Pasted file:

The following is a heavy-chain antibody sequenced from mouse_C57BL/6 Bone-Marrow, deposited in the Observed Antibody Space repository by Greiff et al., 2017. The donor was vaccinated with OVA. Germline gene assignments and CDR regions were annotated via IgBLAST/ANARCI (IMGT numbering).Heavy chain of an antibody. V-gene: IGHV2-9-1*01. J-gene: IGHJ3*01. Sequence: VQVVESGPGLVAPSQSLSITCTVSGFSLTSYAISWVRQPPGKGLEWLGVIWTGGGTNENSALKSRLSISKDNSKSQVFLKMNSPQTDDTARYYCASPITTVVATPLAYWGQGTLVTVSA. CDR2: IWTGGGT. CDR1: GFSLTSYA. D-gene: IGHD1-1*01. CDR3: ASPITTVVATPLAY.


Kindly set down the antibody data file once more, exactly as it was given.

The following is a heavy-chain antibody sequenced from mouse_C57BL/6 Bone-Marrow, deposited in the Observed Antibody Space repository by Greiff et al., 2017. The donor was vaccinated with OVA. Germline gene assignments and CDR regions were annotated via IgBLAST/ANARCI (IMGT numbering).Heavy chain of an antibody. V-gene: IGHV2-9-1*01. J-gene: IGHJ3*01. Sequence: VQVVESGPGLVAPSQSLSITCTVSGFSLTSYAISWVRQPPGKGLEWLGVIWTGGGTNENSALKSRLSISKDNSKSQVFLKMNSPQTDDTARYYCASPITTVVATPLAYWGQGTLVTVSA. CDR2: IWTGGGT. CDR1: GFSLTSYA. D-gene: IGHD1-1*01. CDR3: ASPITTVVATPLAY.